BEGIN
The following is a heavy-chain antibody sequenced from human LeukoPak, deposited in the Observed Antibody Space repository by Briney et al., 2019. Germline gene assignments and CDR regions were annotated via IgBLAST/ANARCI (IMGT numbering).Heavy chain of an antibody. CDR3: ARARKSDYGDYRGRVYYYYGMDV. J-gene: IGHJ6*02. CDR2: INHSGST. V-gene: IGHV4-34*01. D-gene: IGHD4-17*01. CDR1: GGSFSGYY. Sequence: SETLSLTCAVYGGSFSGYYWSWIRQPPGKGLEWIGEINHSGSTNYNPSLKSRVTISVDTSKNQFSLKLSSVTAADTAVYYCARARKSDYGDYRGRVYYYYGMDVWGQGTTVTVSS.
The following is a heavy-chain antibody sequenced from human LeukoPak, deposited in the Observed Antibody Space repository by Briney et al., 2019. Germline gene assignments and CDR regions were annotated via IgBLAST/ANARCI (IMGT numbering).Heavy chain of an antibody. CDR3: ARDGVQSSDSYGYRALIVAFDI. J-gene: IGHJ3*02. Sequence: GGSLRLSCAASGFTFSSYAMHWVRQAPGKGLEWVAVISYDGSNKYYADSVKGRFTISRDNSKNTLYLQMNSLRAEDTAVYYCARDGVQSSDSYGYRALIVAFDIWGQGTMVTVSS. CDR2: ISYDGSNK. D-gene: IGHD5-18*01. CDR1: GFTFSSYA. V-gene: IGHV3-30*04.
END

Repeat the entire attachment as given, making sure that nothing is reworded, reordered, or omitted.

The following is a heavy-chain antibody sequenced from human LeukoPak, deposited in the Observed Antibody Space repository by Briney et al., 2019. Germline gene assignments and CDR regions were annotated via IgBLAST/ANARCI (IMGT numbering).Heavy chain of an antibody. CDR3: ARARKSDYGDYRGRVYYYYGMDV. J-gene: IGHJ6*02. CDR2: INHSGST. V-gene: IGHV4-34*01. D-gene: IGHD4-17*01. CDR1: GGSFSGYY. Sequence: SETLSLTCAVYGGSFSGYYWSWIRQPPGKGLEWIGEINHSGSTNYNPSLKSRVTISVDTSKNQFSLKLSSVTAADTAVYYCARARKSDYGDYRGRVYYYYGMDVWGQGTTVTVSS.
The following is a heavy-chain antibody sequenced from human LeukoPak, deposited in the Observed Antibody Space repository by Briney et al., 2019. Germline gene assignments and CDR regions were annotated via IgBLAST/ANARCI (IMGT numbering).Heavy chain of an antibody. CDR3: ARDGVQSSDSYGYRALIVAFDI. J-gene: IGHJ3*02. Sequence: GGSLRLSCAASGFTFSSYAMHWVRQAPGKGLEWVAVISYDGSNKYYADSVKGRFTISRDNSKNTLYLQMNSLRAEDTAVYYCARDGVQSSDSYGYRALIVAFDIWGQGTMVTVSS. CDR2: ISYDGSNK. D-gene: IGHD5-18*01. CDR1: GFTFSSYA. V-gene: IGHV3-30*04.